Moving up the scale in size of wildlife observed were numerous birds (especially great blue herons, great egrets, and green herons) along with countless reptiles and amphibians. The most common frogs I saw and heard were southern leopard frogs, green frogs, bullfrogs, and southern cricket frogs. There are literally hundreds of turtles in the canals, mostly yellow-bellied sliders and painted turtles. I also saw several snakes while driving along the refuges’ many dirt and gravel roads. The most common was the black racer, but I was delighted to finally come across one of my favorites, a canebrake rattlesnake, late on my last afternoon.

Great Egret

Great egrets and great blue herons are feeding along the canals and in one of the large marsh impoundments.

YB Sliders on log

Yellow-bellied sliders basking on a log in a canal.

Canebrake rattlesnake

Canebrake rattlesnake coming out into the road

Canebrake rattlesnake head  low angle darker

Telephoto view of a canebrake

Canebrake rattlesnake tail against body

The snake finally had enough of me and my camera and turned back to hide in the roadside vegetation

The wildlife may be different this time of year, but it is no less fascinating. Photography opportunities are everywhere if you just slow down and look. Of course, it doesn’t hurt that there are still many signs of the larger creatures around every turn, and there is always the chance you may encounter one of the sign-makers.

Bear marked tree

Roadside tree marked by bears at a height of 6 to 7 feet above the ground

Black bear standing along Beart Rd

A well-fed bear gives me the once over on my last afternoon



A Day in the Field

A rainy day in the field is better than a sunny day in the office.


Well, it didn’t rain, it was sunny, and I no longer have an office….but, it was a good day, in spite of the heat. I am working on a trails enhancement project with NCLOW on the Scuppernong region of NC that includes Pettigrew State Park and Pocosin Lakes National Wildlife Refuge. Yesterday, I spent the day surveying some of the Pungo Unit of my favorite refuge, jotting down some of the dominant plant species and some of the more abundant insects and other animals that visitors are likely to encounter this time of year. It was a great day for butterflies, dragonflies, egrets and herons, and…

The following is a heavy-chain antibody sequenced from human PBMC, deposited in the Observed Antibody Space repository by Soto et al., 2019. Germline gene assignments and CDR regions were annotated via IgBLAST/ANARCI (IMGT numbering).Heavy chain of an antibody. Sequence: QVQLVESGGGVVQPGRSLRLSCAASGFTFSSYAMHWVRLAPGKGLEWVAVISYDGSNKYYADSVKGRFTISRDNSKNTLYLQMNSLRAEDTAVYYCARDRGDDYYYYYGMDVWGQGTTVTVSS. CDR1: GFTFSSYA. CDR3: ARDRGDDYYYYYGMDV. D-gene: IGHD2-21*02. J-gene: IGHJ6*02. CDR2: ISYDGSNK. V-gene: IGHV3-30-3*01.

black bear and three cubs 1

Mama bear with tree cubs (click photos to enlarge)

I didn’t see my first one until late in the afternoon, down a trail I was hiking at the Duck Pen observation area on the south shore of Pungo Lake. But, by the time the day was over, I observed 16 bears and one red wolf (unfortunately, no photo of the wolf, but it was my 15th sighting of one of these elusive critters over the years). Not a bad day in the field after all. Here are a few of the bears I saw along the way…

black bear standing in soybean field 1

Standing in a soybean field

black bear walking in soybean field

This poor guy had an injured hind foot but seemed fine otherwise

black bear boar

A huge male between corn fields on adjacent private lands

black bear standing in soybean field

Standing up in that perfect late afternoon light to check me out

Stormy Night

It was a dark and stormy night, the rain fell in torrents…

~Edward Bulwer-Lytton, 1830

And indeed it was…last night. We barely beat a fierce thunderstorm as we drove back from dinner with friends in Chapel Hill. The sky was flashing with rapid-fire lightning when we arrived at our gate. I must have done something right recently, as just when I stopped at the gate, my driver’s side windshield wiper arm came apart. That would have been very problematic a few minutes earlier as we drove through a downpour. The rain let up just long enough for us to get inside, and then the sky opened up, and down it came. Something else must have come down somewhere as it wasn’t long before the power flickered, and then went out. A reminder of how really dark it can be out here in the woods…incredibly lively as well. Outside, I could hear another chorus of Cope’s gray tree frogs cranking up, another attempt at spreading the genes around. Most of the sound was coming from the water garden that sits half-empty, awaiting repair. I mentioned it in an earlier post as the source of the abundance of transforming tree frog tadpoles in the yard. And it looked like this would be another night for creating the start of many mini-frogs.